Starting at 5 pm EDT (2 pm Pacific), there will be a partial eclipse of the sun. Visible in virtually all of North America, there should be good views of the partial solar eclipse, weather permitting. Many parts of the United States and Canada will see about half of the sun’s disk obscured by the moon; “greatest eclipse” occurs over the Canadian Arctic, where 80 percent of the sun will be blocked. Unfortunately, parts of eastern Canada and the northeastern United States will miss out, however, because the sun will set there before the eclipse gets underway. The East coast may have a fiery red sun as the sun sets. To see when the eclipse occurs in your location, check out these tables compiled by NASA eclipse expert Fred Espenak: http://eclipse.gsfc.nasa.gov/OH/OHtables/OH2014-Tab05.pdf (for viewers in the United States) and http://eclipse.gsfc.nasa.gov/OH/OHtables/OH2014-Tab04.pdf (for people in Canada and Mexico).
The safest way to view this eclipse is online and there are many choices.
Griffith Observatory — In addition to hosting a free public viewing of the eclipse, the Griffith Observatory in L.A., California, will also provide online streaming of the event from 5:07 p.m. EDT (eclipse starts) to 7:39 p.m. EDT (eclipse ends). Eclipse max for the location is 6:27 p.m. EDT.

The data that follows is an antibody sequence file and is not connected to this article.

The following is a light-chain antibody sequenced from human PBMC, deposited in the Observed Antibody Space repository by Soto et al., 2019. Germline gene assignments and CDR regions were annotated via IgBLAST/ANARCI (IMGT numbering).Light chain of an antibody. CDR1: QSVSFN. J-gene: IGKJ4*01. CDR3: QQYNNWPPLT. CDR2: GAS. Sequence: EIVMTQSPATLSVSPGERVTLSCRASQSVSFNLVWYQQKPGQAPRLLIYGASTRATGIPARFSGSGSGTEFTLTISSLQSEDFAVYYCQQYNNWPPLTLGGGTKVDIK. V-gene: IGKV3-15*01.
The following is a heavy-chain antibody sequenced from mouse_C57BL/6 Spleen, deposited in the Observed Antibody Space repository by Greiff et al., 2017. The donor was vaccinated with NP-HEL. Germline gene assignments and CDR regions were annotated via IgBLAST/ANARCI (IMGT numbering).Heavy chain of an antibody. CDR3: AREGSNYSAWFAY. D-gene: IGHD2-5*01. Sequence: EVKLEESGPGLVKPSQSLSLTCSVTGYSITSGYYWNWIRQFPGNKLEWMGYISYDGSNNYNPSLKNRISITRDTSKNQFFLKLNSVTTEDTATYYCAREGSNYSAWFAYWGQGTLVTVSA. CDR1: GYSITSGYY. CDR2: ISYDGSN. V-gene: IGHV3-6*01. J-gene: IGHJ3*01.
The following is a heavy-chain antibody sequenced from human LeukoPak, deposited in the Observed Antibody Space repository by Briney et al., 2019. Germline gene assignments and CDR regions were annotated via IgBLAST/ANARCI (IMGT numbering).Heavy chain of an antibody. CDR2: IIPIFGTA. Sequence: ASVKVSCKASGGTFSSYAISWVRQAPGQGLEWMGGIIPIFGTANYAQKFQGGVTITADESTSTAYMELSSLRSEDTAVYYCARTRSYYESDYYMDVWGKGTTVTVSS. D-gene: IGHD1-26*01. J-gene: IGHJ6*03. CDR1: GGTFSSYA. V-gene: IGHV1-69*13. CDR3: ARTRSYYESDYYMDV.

Slooh — The community observatory will host a free, live event starting at 5 p.m. EDT.
SkyCenter – University of Arizona’s SkyCenter will carry live images of the eclipse. These images are acquired and processed before posting online.
If you must see it in person, do not look directly at the sun at anytime. Here are some ideas from Business Insider:
Look Through An Object
As the sun starts to disappear behind the moon, take a look around for spots where light is passing through an object, such as light passing through leaves on a tree. This is an image where the leaves act as a pinhole camera that projects the image of the eclipsed sun onto a nearby wall.
Look Through Your Hands
If you can’t find any natural pinholes, then you can make one yourself with your hands. Spread your fingers apart and lay one hand over the other, so your fingers look like a large waffle fry.The light will pass in between the slits in your hand and project the crescent sun onto the ground, like in the image below.
Look Through A Strainer
Another great way to view the eclipse is with some of your kitchen utensils. A draining spoon or a pasta strainer makes fantastic pinholes that will project dozens of solar eclipse shadows for you to enjoy.